Nampa South Middle School
229 W. Greenhurst Rd.
Nampa, ID 83686
Dear Parents of South Middle School Students:
My name is Scott Hogan, and I am a teacher here at South Middle School. I am writing to you today to make you aware of a term that I just recently learned, which is connected to a situation that most of us probably knew existed. The problem is that my students, your children, probably have greater access to the internet here at school than they do at home. The term associated with this problem is “digital inequality.” According to a 2006 report, if you are part of an ethnic minority, didn’t get a college degree, or make less than $20,000 a year, statistics show that your child will probably not have nearly as much internet access at home as they do at school. (Computer Use, 2006) The study shows that schools have done an admirable job of providing up to 83% of students nationwide access to computers and the internet at school. (Carvin, 2006) For students whose parents are some of the above mentioned groups, these same reports show that there will be 20-40% less internet access available at home. Unfortunately, this may have some effect on your student’s ability to do homework and projects–both now and in the future. As long ago as 2003, the U.S. Census Bureau found that 57% of students ages 7 to 17 used the internet at home to help them complete assignments. (Computer Use, 2006) One can be assured that as availability of computers has gone up in the last 7 years, so has their use by students in homes.
I am not writing to you to add to the pressures you already face as a parent. From what I see in the daily interactions with my students, you as parents are doing what you can to give kids their best chance to succeed in both school and life. I know you want the best for them. My purpose today is simply to make you aware of statistics showing that interaction with computers at home, and access to appropriate internet sites, will become increasingly important for your child’s educational success as South Middle School works to include the newest technologies into our teaching methods. As a teacher I pledge to you that I will always give students time in our computer labs when my assignment calls for internet resources. I will not give homework that requires you to have internet access in your home. However, there will be many assignments throughout the year that would benefit from such access. Also, there are countless sites that offer troves of information that would make their learning experience in my classroom more valuable. If there is anything I can do to put you in touch with resources that will help your student in the future, please do not hesitate to contact me.
Carvin, Andy. (2006). New Govt. Report Exposes the School-Home Digital Divide. Learning.now, Sept. Retrieved from http://www.pbs.org/teachers/learning.now/2006/09/new_report_exposes_the_schoolh.html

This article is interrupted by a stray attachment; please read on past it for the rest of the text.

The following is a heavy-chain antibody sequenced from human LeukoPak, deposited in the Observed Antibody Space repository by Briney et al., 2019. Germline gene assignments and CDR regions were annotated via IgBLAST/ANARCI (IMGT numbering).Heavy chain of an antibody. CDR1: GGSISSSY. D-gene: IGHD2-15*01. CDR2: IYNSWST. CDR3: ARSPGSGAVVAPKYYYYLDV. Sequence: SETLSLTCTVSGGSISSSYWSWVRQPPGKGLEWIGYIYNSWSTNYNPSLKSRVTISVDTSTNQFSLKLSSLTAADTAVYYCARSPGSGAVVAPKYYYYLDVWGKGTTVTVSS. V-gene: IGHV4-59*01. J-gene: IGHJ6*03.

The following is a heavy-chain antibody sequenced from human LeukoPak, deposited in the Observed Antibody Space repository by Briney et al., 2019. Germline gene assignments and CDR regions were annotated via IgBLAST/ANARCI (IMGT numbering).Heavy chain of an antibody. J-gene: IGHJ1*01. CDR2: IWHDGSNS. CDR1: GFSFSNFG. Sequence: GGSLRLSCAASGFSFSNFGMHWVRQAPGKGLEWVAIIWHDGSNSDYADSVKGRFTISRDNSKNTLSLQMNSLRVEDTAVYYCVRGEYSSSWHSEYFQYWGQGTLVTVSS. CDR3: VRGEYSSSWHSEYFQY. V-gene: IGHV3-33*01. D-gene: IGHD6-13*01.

Computer and Internet Use by Students in 2003. (2006, September 5). Retrieved September 21, 2008, from http://nces.ed.gov/pubsearch/pubsinfo.asp?pubid=2006065.
My EdTech 501 Digital Divide Letter to Parents is one of the artifacts I’ve chosen to show my mastery of the idea that one must know about the learner to help that person succeed. As was typical of my experiences at BSU, I had never even heard of the term digital divide before I enrolled. I hadn’t even given much thought to students’ at home computer use since I didn’t have them use school computers very heavily either. Research for my letter showed that while students at school had very good access to computers and the internet (83% of children), depending on their economic and ethnic backgrounds that rate could dip to as low as 20-30% with access to computers and the internet once they got home (Computer Use, 2006). The school district in which I teach lies within a city that is surrounded by agricultural. The report found that rural areas also saw less use of computers at home. We have a wide range of socioeconomic backgrounds in our classrooms, and a large hispanic population. All of these factors can statistically lower a student’s chances of having adequate access to educational technology at home. The point of the letter was to make parents aware of this potential problem. I assured them that their child would not be forced to do assignments that required access to technology they didn’t have, but did inform them of why we thought it was important for their student to get hands on experience with computers as soon as possible. This letter shows the parent that as a teacher I understand certain aspects about my students that makes me highly qualified to help them overcome their challenges, and my mastery of this AECT standard. As my school increases its use of Web 2.0 tools, I should try to get this letter included in the information we give out to parents at the beginning of the school year (once I refresh the research information).